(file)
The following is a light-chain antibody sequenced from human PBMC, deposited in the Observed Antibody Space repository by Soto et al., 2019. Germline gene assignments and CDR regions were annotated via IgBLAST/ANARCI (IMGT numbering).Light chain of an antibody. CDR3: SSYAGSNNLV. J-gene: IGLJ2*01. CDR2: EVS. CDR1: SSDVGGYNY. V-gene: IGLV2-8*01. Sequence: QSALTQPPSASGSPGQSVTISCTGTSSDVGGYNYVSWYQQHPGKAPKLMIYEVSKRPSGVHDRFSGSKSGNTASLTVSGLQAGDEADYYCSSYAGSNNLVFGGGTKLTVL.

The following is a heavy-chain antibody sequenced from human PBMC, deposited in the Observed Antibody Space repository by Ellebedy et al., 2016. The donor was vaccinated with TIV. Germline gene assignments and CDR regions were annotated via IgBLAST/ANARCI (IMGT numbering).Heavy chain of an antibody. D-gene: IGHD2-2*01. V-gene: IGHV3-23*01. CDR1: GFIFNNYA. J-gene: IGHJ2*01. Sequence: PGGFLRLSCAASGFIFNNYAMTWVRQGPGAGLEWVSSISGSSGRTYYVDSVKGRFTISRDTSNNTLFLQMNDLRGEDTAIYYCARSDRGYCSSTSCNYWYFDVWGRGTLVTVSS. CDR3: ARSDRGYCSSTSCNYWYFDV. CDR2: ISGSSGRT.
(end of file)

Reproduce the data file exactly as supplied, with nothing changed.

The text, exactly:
The following is a light-chain antibody sequenced from human PBMC, deposited in the Observed Antibody Space repository by Soto et al., 2019. Germline gene assignments and CDR regions were annotated via IgBLAST/ANARCI (IMGT numbering).Light chain of an antibody. CDR3: SSYAGSNNLV. J-gene: IGLJ2*01. CDR2: EVS. CDR1: SSDVGGYNY. V-gene: IGLV2-8*01. Sequence: QSALTQPPSASGSPGQSVTISCTGTSSDVGGYNYVSWYQQHPGKAPKLMIYEVSKRPSGVHDRFSGSKSGNTASLTVSGLQAGDEADYYCSSYAGSNNLVFGGGTKLTVL.

The following is a heavy-chain antibody sequenced from human PBMC, deposited in the Observed Antibody Space repository by Ellebedy et al., 2016. The donor was vaccinated with TIV. Germline gene assignments and CDR regions were annotated via IgBLAST/ANARCI (IMGT numbering).Heavy chain of an antibody. D-gene: IGHD2-2*01. V-gene: IGHV3-23*01. CDR1: GFIFNNYA. J-gene: IGHJ2*01. Sequence: PGGFLRLSCAASGFIFNNYAMTWVRQGPGAGLEWVSSISGSSGRTYYVDSVKGRFTISRDTSNNTLFLQMNDLRGEDTAIYYCARSDRGYCSSTSCNYWYFDVWGRGTLVTVSS. CDR3: ARSDRGYCSSTSCNYWYFDV. CDR2: ISGSSGRT.